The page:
IBM Watson Health and Pfizer have announced a collaboration that will utilize IBM Watson for Drug Discovery to help accelerate Pfizer’s research in immuno-oncology, an approach to cancer treatment that uses the body’s immune system to help fight cancer. Pfizer is one of the first organizations worldwide to deploy Watson for Drug Discovery, and the first to customize the cloud-based cognitive tool—tapping in to Watson’s machine learning, natural language processing, and other cognitive reasoning technologies to support the identification of new drug targets, combination therapies for study, and patient selection strategies in immuno-oncology.
Immunotherapies, which modify a patient’s immune system to recognize and target cancer cells using a combination of vaccines, immunomodulators, and small/large molecules, are reshaping the field of oncology. Oncology researchers at Pfizer will use Watson for Drug Discovery to analyze massive volumes of disparate data sources, including licensed and publicly available data as well as Pfizer’s proprietary data. With this new tool, Pfizer researchers will analyze and test hypotheses to generate evidence-based insights for real-time interaction. The customized technology can also support efficient safety assessments.
Cancer is one of the leading causes of death worldwide, and is arguably one of the most complex diseases known to mankind. Many researchers believe that the future of immuno-oncology lies in combinations tailored to unique tumor characteristics, which could transform the cancer treatment paradigm and enable more oncology patients to be treated.
“Pfizer remains committed to staying at the forefront of immuno-oncology research,” said Mikael Dolsten, president, Pfizer Worldwide Research & Development. “With the incredible volume of data and literature available in this complex field, we believe that tapping into advanced technologies can help our scientific experts more rapidly identify novel combinations of immune-modulating agents. We are hopeful that by leveraging Watson’s cognitive capabilities in our drug discovery efforts, we will be able to bring promising new immuno-oncology therapeutics to patients more quickly.”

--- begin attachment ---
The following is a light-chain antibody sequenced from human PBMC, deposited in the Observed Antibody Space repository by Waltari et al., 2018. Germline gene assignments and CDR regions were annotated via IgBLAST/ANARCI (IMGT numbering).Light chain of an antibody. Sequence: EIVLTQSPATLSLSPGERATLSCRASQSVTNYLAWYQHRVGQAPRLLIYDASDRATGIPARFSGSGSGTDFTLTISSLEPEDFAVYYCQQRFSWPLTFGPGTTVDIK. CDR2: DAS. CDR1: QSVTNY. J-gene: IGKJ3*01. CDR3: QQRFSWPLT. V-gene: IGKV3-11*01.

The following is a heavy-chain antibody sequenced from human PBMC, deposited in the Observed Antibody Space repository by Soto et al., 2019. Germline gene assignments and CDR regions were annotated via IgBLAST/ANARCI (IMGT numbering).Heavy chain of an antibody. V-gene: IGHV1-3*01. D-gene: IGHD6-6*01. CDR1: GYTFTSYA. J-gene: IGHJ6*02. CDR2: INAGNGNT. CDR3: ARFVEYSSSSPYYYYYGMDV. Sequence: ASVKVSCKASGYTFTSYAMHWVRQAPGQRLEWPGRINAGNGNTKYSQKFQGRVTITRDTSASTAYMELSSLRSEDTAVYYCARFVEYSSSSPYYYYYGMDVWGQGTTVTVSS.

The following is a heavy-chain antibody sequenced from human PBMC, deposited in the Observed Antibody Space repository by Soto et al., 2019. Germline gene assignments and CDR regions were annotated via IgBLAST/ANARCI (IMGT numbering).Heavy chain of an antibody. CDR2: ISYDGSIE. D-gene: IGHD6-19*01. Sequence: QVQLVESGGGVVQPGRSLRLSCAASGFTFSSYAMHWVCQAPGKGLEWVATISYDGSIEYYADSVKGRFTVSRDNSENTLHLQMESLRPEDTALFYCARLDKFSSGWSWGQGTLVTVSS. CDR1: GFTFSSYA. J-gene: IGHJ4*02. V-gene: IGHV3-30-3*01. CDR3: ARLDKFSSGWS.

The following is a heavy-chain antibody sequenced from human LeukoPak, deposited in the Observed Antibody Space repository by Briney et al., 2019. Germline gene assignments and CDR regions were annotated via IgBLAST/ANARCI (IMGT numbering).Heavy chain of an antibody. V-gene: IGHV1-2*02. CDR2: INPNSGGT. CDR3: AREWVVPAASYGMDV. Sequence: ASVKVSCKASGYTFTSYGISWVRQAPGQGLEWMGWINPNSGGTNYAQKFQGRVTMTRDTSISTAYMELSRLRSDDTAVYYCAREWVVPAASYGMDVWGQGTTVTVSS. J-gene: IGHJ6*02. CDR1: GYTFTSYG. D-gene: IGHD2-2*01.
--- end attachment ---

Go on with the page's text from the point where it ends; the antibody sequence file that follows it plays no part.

Laurie Olson, executive vice president, Strategy, Portfolio and Commercial Operations, Pfizer, said, “At Pfizer, we are entering a new frontier in data innovation in which we are investing in a range of new technologies and digital solutions to help us dynamically mine both internal and external data sources to find new connections in science, as well as help us better understand how diseases progress and how they could potentially be treated. Applying the power of cognitive computing to an area that is a core part of our DNA—discovering new medicines—is helping Pfizer to learn how we can most efficiently discover those immuno-oncology therapies that have the best chance of successful outcomes for patients.”
The newly launched Watson for Drug Discovery is a cloud-based offering that aims to help life sciences researchers discover new drug targets and alternative drug indications. The average researcher reads between 200 and 300 articles in a given year, while Watson for Drug Discovery has ingested 25 million Medline abstracts, more than 1 million full-text medical journal articles, 4 million patents and is regularly updated. Watson for Drug Discovery can be augmented with an organization’s private data such as lab reports and can help researchers look across disparate data sets to surface relationships and reveal hidden patterns through dynamic visualizations.
“We believe that the next great medical innovations will emerge as researchers and scientists find new patterns in existing bodies of knowledge. In order to do this, they need access to R&D tools that can help them efficiently navigate the opportunities and challenges presented by the explosion of data globally,” said Lauren O’Donnell, vice president of Life Sciences, IBM Watson Health. “IBM is honored to collaborate with Pfizer, and put Watson for Drug Discovery to work to support efforts in bringing life-saving immunotherapies to doctors and patients worldwide.”